}
final case class MakeEx[F[_],A](value: A, evidence: F[A]) extends Ex[F] {
type hidden = A
}
```

Any value `v:Ex[F]`

has to be an instance of `MakeEx[F,A]`

for some type `A`

. Which means we have a value,
`v.value`

, of type `A`

and an instance of the type-class `F`

for `A`

(for example an instance of `Monoid[A]`

with `F[X] = Monoid[X]`

).

To transform values of type `Ex[F]`

into `T`

we need:

`MakeEx[F[_],?]`

being of type`[A](A, F[A]) => Ex[F]`

meaning:`For_all_type A, (A, F[A]) => Ex[F]`

, we need a function`f`

of type`[A](A, F[A]) => T`

.*Scala*still does not support transparent higher ranked types, we need to emulate them with another`trait`

:

```
trait ElimMakeEx[F[_],T] {
def apply[A](value: A, evidence: F[A]): T
}
```

Then we can operate the transformation:

```
def foldEx[F[_], T](f: ElimMakeEx[F, T]): Ex[F] => T = {
def transform(v: Ex[F]): T =
v match {
case w@MakeEx(value, evidence) => f[w.hidden](value, evidence)
}
transform _
}
```

In this post we have deduced the `fold`

functions from the definition of each type. It is possible to
do the opposite: each constructor can be derived from the `fold`

function of its type. For example:

```
trait List[+A] {
def fold[T](z:T, f: (A,T) => T): T
}
def nil[A]: List[A] =
new List[A] {
def fold[T](z:T, f: (A,T) => T): T = z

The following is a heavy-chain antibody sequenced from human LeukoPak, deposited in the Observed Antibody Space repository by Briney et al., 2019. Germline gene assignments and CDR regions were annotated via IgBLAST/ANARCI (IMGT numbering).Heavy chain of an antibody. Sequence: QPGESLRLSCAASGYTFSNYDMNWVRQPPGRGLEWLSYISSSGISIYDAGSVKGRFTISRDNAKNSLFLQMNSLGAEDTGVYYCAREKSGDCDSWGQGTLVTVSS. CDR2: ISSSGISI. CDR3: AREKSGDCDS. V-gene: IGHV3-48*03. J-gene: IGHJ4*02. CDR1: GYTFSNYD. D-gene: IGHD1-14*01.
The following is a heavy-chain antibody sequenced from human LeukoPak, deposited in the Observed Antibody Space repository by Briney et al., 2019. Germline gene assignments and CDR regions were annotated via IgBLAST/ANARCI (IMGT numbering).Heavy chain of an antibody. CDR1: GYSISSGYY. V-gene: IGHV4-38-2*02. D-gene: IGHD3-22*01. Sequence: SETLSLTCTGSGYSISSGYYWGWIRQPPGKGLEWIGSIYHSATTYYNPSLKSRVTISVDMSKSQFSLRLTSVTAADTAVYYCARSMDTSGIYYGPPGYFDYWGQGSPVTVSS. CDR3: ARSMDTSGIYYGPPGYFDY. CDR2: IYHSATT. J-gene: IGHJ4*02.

}
def cons[A](head:A, tail: List[A]): List[A] =
new List[A] {
def fold[T](z:T, f: (A,T) => T): T = f(head, tail.fold(z,f))
}
def equality[A](l1: List[A], l2:List[A]): Boolean = ??? // Difficult but worthy exercice
```

I hope i convinced you folds are immensely useful. First, they let us write simply complex transform functions.
But this not the most interesting property. It is sometimes easier to define a type by its `fold`

function.
*Java*, for example, does not have support for neither `sealed`

classes nor pattern-matching. How could we define
the `List`

type so that `Nil`

and `Cons`

are the two only cases? The `fold`

function forces any instance of `List`

to fit into the desired shape (if some rules are obeyed like no `null`

and no runtime-reflection).
It can also happen that type-inference is not smart enough, `fold`

function provide an alternative way which is
often easier for the `Scala`

type-checker.